Benchmarks are useful as a way of directly comparing products within the same controlled environment, given known performance of a baseline. Zwift typically responds to raw processing power, so it’s worthwhile knowing how a GPU or CPU compares to another when running the same benchmark.
However it only really works if else everything is the same; the architecture, the API, the operating system, the other hardware used and so on. So even comparing different generations of GPU/CPU on the same system otherwise can be fallible. There isn’t much linear scaling when it comes to Zwift performance, which backs this up.
That’s one way of looking at it, but far the most popular response to any note that Apple TV runs the lowest graphics profile at a low resolution and frame rate (compared to other options) is that users find it good enough, or simply don’t care at all - both of which are totally fine viewpoints to hold. Personally I want the best of what I’m paying to stare at, but that doesn’t make others wrong. They’re typically coming from an old/weak/slow/unreliable laptop, so by default it feels like a big upgrade in many respects.
And while I contributed to going off-topic w/a response to an Apple TV post, this thread is about Apple Silicon (M1/M2) of which the Apple TV does not have! So, let’s continue moaning about the lack of the lack of M1/M2 native support (no Rosetta)
That’s partially incorrect.
Apple TV uses an A15 Bionic SoC, which is a 64-bit ARM architecture just like Apple M1/M2. Since the assembly code for the two CPUs is basically the same, the two topics are closely related.
What’s more, iPhones and (more importantly) iPads belong to the aforementioned 64-bit ARM family too.
These are all Apple platforms, so when you develop for a device you don’t have to reinvent the wheel if you want to port the source code to another platform: you usually just need minor fixes.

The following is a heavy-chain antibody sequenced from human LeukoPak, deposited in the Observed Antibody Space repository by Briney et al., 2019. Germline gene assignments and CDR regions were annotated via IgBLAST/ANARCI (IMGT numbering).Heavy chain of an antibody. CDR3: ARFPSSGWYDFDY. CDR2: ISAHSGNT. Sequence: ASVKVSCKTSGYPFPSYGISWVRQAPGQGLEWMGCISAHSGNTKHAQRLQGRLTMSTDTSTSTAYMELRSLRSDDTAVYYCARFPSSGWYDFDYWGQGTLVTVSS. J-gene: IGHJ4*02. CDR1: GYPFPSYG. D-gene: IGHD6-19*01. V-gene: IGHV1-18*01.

PS: I’m referring to the latest models in all cases.
No: “tvOS. Leverage many of the same frameworks, technologies, and concepts as iOS.” Source: Apple
Obviously, nobody forces you to design/write software by leveraging the same frameworks (to use Apple’s words), but it is advisable if you want to produce portable software.
It is, because some people (including you) are implicitly claiming a priori that good software is not portable across different Apple devices. Although this might have been true in the past, it is not true anymore. Also, you are confusing the concept of system design/computer organization — i.e. what you call “architecture” — with the instruction set architecture. Considering that
all these operating systems (xOS) belong to the same family,
all these CPUs belong to the same family (RISC ARM64),
all these platforms can now use the same frameworks,
there is no need to study/understand how each device was designed, even though the devices look very different (e.g. an Apple TV, an iPad, a MacBook Pro). The same goes for their respective CPUs.
This thread is about extracting high(er) performance from software. And that involves understanding the architecture to make the most of it.
No, or at least not what you mean by “architecture”. On the contrary, it involves following Apple’s guidelines, in which case you will get assembly code that can be executed by different CPUs — provided they share the instruction set as is the case here — even though the “architectures”, to use your word, look different and/or have a different name.
Nowadays, a well-designed app can run on
tvOS ︎ iOS/iPadOS ︎ macOS
(not necessarily the other way around)
which is remarkable anyway.
That being said, it seems that Zwift developers couldn’t care less.
I don’t think this is true. We’ve already heard that they are working on native builds for macOS, and we don’t know what else may flow from that work. My guess is that Zwift developers are also interested in this work and frustrated by the slow progress. If you need to blame someone, focus on the leadership. They set the priorities and sign up to take the heat for those choices. And they decide how much gets publicly communicated.